As librarians, we are accustomed to hearing that crucial question: "What should I read next?"To prepare, we do our best to keep up with bestsellers and have a mini arsenal of suggestions stashed in our pocket at all times. However, it is always a wonderful surprise when you share your great book suggestions.
First published in 1955 when she was 30 years old, this debut book quickly established Miss O’Connor as a force to be reckoned with and a true virtuoso of the short story. Perhaps it was her Catholic faith. Or the influence of her native Savannah, Georgia. Or maybe this was one seriously astute, keen observer of human nature with something to say.
This is a story of two Wes Moores, born within the same year in the same neighborhood of Baltimore. Both grew up without a father and had rough childhoods, growing up in tough neighborhoods and having run-ins with the police.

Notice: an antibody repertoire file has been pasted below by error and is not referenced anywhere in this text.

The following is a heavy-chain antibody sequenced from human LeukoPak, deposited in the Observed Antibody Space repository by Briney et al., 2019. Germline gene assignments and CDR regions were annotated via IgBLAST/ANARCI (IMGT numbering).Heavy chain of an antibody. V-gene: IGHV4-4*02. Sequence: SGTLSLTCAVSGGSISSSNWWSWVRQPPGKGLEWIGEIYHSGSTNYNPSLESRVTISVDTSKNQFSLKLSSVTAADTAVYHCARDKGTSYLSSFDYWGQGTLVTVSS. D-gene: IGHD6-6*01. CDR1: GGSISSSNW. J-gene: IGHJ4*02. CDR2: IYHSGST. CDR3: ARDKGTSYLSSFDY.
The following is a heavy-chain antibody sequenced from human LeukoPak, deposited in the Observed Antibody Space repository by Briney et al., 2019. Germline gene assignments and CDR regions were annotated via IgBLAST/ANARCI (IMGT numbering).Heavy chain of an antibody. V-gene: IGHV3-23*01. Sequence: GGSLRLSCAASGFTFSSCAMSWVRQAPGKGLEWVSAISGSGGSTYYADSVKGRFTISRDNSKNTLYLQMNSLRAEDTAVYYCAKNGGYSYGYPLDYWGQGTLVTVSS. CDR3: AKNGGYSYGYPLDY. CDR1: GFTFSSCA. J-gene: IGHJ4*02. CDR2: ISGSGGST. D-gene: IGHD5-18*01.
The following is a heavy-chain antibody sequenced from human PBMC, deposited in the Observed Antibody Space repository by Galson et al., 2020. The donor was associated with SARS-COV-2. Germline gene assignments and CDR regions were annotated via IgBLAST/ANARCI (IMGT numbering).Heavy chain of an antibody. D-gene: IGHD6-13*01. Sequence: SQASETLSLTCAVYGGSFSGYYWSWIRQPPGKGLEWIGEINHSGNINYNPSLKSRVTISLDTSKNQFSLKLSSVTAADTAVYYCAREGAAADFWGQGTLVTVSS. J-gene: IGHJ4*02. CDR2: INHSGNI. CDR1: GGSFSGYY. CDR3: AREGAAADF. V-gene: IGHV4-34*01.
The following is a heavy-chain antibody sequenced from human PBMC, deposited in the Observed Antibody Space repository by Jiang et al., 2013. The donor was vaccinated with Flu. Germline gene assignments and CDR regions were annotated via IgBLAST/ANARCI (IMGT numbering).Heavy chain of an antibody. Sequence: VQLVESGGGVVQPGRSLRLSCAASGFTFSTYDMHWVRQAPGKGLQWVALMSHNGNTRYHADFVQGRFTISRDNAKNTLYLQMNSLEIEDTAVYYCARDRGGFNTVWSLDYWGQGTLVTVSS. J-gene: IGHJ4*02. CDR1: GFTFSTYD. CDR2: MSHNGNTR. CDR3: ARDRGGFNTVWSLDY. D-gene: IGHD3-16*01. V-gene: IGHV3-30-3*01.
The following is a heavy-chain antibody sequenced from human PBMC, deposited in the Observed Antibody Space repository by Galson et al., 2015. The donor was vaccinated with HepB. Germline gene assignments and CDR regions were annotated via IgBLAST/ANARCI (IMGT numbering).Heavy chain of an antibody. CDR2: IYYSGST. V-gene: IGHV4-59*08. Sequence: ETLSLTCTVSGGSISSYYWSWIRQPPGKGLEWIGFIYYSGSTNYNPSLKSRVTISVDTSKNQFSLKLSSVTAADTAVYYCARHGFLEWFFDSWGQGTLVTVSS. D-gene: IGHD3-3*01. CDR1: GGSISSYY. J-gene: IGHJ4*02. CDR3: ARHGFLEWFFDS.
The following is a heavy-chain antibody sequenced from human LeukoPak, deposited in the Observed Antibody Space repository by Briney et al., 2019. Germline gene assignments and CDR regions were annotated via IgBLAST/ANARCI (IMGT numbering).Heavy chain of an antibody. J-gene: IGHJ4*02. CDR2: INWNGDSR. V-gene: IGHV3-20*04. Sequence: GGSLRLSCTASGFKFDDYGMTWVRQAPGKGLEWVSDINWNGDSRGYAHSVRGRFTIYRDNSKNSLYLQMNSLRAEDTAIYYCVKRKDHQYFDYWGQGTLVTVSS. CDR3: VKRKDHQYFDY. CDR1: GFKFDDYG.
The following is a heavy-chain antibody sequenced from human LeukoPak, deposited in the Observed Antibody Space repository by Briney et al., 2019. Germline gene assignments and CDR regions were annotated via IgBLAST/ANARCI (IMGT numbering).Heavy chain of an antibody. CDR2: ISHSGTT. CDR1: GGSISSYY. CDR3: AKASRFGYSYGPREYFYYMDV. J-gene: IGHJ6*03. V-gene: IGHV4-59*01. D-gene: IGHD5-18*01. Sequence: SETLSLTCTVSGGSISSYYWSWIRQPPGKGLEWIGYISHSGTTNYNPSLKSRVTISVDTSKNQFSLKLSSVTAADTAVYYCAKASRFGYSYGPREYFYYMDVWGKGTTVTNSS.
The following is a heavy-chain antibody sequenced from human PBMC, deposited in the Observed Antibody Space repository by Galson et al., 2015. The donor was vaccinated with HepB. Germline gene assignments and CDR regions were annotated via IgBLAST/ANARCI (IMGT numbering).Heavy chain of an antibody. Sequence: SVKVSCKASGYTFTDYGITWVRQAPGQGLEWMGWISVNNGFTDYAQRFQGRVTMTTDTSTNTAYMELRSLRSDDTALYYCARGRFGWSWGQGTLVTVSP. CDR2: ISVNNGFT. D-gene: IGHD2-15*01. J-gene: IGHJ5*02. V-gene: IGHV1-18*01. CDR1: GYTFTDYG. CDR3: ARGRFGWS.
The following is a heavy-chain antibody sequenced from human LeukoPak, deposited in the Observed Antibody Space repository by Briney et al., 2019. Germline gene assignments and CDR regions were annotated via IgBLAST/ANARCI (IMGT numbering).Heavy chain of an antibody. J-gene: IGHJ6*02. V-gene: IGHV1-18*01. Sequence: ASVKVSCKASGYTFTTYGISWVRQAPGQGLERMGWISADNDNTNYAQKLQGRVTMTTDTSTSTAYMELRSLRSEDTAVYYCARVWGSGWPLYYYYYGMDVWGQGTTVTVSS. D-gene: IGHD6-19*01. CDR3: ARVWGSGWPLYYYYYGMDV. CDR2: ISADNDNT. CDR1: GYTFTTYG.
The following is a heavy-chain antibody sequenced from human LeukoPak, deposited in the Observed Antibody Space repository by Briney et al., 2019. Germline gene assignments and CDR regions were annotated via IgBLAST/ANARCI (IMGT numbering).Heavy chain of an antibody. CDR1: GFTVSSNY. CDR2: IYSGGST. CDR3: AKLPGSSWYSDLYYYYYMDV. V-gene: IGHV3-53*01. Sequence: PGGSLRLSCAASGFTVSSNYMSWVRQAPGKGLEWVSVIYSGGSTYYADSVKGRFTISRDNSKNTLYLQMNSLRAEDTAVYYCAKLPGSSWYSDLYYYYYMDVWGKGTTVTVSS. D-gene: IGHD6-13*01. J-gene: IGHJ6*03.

Jacob has never been normal. An heir to a small-time pharmacy fortune, the teen has never fit in and his only friends include a high school rebel and his doting grandfather who is known for tall tales. While Jacob views the fantastical stories of his grandfather's youth with a skeptical eye, he has always shared a close bond with the WWII veteran.
Henrietta Lacks should have been proud of her contributions to modern medicine. Her human cells were the first to be grown in culture, and were instrumental in helping to develop the polio vaccine, for cancer research, the research of various viruses, and to better understand the effects of the atomic bomb on humans.